He hit just .288 for his career, but that is easily offset by 569 home runs and 1,835 RBI as he ranks as one of the most prolific power hitters to ever play the game.

    From 1995-2003, Palmeiro had at least 38 home runs and 104 RBI each season as he was a consistent offensive force for the Rangers and Orioles.


    Why He Won't Make It

    The lasting image of Palmeiro's career is not anything he did on the field, but him wagging his finger at Congress and proclaiming he never used steroids, only to test positive shortly thereafter.

    He's received 11.0 and 12.6 percent of the vote his first two years on the ballot, and that's not likely to change anytime soon as he is a prime example of someone whose numbers were bloated by their PED use.

Sammy Sosa

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    His Case For Enshrinement

    Sosa captured the attention of the nation along with Mark McGwire as the duo chased Roger Maris' historic single-season home run mark in 1998.

    That chase is largely credited for bringing baseball all the way back from the 1994 strike, and in hitting 66 home runs that season Sosa captured NL MVP honors and led the Cubs to the postseason for the first time since 1989.

    He went on to finish his career with 609 home runs and 1,667 RBI, and even though he struck out a ton he still finished with a solid .273 average.


    Why He Won't Get In

    When Sosa joined the Cubs in 1992, he was a slim 30/30 threat who was as much an athlete as he was a slugger.

    In the years to come, he ballooned up in the same way guys like McGwire and Barry Bonds did, and while he's never been formally linked to steroids there is little doubt in most people's minds. That will be enough to keep him out of the Hall.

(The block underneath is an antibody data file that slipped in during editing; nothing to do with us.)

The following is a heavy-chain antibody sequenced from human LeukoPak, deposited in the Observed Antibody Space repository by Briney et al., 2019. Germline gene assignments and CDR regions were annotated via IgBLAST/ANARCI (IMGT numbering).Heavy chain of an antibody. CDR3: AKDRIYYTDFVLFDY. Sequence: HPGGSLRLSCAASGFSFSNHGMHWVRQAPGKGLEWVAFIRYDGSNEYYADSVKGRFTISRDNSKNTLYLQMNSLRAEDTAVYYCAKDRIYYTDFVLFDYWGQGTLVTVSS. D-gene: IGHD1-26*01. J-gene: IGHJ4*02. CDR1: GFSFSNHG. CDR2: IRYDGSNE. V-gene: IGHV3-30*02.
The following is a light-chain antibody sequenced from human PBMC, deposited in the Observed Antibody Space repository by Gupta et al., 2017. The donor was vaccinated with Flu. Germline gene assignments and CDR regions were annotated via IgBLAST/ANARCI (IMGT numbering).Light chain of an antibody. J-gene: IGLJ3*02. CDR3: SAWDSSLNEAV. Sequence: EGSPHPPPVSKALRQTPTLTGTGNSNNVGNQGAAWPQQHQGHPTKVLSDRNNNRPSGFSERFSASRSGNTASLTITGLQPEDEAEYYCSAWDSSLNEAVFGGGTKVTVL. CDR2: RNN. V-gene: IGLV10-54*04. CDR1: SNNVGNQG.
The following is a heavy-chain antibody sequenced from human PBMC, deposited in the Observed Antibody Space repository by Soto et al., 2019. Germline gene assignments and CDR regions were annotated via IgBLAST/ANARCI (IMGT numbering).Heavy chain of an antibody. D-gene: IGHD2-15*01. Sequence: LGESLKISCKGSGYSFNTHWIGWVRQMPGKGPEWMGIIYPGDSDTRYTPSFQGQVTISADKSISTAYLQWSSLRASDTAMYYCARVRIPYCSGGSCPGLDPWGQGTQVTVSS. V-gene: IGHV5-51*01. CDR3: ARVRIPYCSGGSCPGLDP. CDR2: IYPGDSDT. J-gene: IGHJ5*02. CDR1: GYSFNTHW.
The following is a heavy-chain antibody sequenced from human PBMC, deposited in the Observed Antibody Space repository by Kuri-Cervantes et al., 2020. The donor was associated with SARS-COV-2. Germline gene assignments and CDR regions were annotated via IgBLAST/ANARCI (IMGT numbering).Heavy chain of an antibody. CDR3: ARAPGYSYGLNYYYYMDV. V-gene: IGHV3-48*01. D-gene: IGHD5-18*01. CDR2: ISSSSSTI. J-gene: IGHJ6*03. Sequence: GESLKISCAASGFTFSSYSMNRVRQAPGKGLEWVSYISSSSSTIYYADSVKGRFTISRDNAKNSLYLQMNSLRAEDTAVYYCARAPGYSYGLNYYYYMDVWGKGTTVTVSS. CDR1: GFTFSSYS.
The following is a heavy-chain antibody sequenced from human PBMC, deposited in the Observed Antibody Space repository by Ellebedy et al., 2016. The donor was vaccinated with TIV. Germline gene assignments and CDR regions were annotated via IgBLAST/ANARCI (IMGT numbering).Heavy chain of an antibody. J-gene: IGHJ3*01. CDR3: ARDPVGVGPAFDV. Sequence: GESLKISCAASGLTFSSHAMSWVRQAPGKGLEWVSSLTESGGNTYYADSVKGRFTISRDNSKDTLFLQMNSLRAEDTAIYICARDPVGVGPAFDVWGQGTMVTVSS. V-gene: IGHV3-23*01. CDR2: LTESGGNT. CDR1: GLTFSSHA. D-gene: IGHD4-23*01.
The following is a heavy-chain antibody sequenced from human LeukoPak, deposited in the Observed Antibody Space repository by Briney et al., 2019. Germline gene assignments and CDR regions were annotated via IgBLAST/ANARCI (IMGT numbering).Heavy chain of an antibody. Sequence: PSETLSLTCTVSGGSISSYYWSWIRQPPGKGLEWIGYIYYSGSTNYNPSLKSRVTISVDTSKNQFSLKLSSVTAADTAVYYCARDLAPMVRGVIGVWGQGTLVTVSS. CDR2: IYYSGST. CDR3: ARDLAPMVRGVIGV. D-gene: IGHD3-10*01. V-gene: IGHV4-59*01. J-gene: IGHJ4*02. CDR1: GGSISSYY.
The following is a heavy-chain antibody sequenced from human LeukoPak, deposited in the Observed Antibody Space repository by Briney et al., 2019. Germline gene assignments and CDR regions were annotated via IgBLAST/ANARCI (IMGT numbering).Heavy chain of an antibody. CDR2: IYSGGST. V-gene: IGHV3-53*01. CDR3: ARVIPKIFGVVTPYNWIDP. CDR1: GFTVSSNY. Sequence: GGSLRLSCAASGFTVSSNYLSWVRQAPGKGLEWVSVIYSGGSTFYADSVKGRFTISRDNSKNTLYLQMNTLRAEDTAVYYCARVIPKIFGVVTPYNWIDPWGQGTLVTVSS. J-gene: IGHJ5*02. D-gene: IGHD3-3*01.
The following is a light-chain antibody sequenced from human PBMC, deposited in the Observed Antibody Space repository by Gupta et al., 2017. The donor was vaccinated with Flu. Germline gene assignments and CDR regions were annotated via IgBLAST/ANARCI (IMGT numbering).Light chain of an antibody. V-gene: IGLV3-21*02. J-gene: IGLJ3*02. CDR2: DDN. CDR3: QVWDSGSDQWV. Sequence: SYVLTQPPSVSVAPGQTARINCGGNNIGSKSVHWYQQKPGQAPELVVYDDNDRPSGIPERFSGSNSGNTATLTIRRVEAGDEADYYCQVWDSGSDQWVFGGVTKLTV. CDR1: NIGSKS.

Mark McGwire

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    His Case For Enshrinement

    McGwire has a bit more interesting case than the previous two guys on this list for a number of reasons, though he still has an uphill battle.

    First off, McGwire has come clean and admitted to using steroids and has since been welcomed back to the baseball world with open arms as a hitting coach. If nothing else, he can be respected for finally facing the music like a man, unlike a number of his peers.

    McGwire was an absolute beast from the moment he broke into the league, setting a rookie record with 49 home runs back in 1987. He certainly benefited from his PED use, but he likely would have hit a good deal of the 583 long balls he launched even without help.


    Why He Won't Get In

    McGwire has actually seen his support for the Hall drop since he first appeared on the ballot in 2007, as he got his lowest total yet at 19.5 percent last season.

    His admitted steroid use leaves no doubt in the voters' minds, and for the time being no one seems ready to do anything but exclude the Steroid Era from Cooperstown—so that means no dice for Big Mac.